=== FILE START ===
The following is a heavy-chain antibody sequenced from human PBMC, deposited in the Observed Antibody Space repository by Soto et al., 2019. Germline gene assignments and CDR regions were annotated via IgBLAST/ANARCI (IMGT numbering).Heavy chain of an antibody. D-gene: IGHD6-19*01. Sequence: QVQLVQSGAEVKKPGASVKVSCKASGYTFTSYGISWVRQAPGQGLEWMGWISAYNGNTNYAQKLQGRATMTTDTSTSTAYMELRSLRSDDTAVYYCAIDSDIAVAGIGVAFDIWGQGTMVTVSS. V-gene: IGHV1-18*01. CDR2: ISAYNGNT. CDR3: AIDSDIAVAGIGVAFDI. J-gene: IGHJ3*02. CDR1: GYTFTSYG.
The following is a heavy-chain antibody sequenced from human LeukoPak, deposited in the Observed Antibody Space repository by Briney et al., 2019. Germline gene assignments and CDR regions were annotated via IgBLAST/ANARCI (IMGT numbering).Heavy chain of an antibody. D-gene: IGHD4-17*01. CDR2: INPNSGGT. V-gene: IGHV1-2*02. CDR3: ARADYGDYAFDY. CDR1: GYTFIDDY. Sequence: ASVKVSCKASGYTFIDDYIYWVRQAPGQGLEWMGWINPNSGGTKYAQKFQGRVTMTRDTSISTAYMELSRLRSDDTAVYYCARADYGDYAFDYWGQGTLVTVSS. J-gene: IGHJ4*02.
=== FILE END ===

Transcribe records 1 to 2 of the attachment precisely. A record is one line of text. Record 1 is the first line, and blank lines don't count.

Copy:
The following is a heavy-chain antibody sequenced from human PBMC, deposited in the Observed Antibody Space repository by Soto et al., 2019. Germline gene assignments and CDR regions were annotated via IgBLAST/ANARCI (IMGT numbering).Heavy chain of an antibody. D-gene: IGHD6-19*01. Sequence: QVQLVQSGAEVKKPGASVKVSCKASGYTFTSYGISWVRQAPGQGLEWMGWISAYNGNTNYAQKLQGRATMTTDTSTSTAYMELRSLRSDDTAVYYCAIDSDIAVAGIGVAFDIWGQGTMVTVSS. V-gene: IGHV1-18*01. CDR2: ISAYNGNT. CDR3: AIDSDIAVAGIGVAFDI. J-gene: IGHJ3*02. CDR1: GYTFTSYG.
The following is a heavy-chain antibody sequenced from human LeukoPak, deposited in the Observed Antibody Space repository by Briney et al., 2019. Germline gene assignments and CDR regions were annotated via IgBLAST/ANARCI (IMGT numbering).Heavy chain of an antibody. D-gene: IGHD4-17*01. CDR2: INPNSGGT. V-gene: IGHV1-2*02. CDR3: ARADYGDYAFDY. CDR1: GYTFIDDY. Sequence: ASVKVSCKASGYTFIDDYIYWVRQAPGQGLEWMGWINPNSGGTKYAQKFQGRVTMTRDTSISTAYMELSRLRSDDTAVYYCARADYGDYAFDYWGQGTLVTVSS. J-gene: IGHJ4*02.